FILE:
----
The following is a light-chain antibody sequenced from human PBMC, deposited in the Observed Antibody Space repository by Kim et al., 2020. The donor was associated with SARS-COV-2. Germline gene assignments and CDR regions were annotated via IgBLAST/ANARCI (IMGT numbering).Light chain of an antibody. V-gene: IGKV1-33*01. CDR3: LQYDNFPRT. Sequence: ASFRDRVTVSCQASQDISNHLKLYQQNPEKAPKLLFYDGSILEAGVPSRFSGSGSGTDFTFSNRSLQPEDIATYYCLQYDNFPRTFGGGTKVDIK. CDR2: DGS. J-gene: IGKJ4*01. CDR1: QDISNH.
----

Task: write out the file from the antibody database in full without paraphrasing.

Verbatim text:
The following is a light-chain antibody sequenced from human PBMC, deposited in the Observed Antibody Space repository by Kim et al., 2020. The donor was associated with SARS-COV-2. Germline gene assignments and CDR regions were annotated via IgBLAST/ANARCI (IMGT numbering).Light chain of an antibody. V-gene: IGKV1-33*01. CDR3: LQYDNFPRT. Sequence: ASFRDRVTVSCQASQDISNHLKLYQQNPEKAPKLLFYDGSILEAGVPSRFSGSGSGTDFTFSNRSLQPEDIATYYCLQYDNFPRTFGGGTKVDIK. CDR2: DGS. J-gene: IGKJ4*01. CDR1: QDISNH.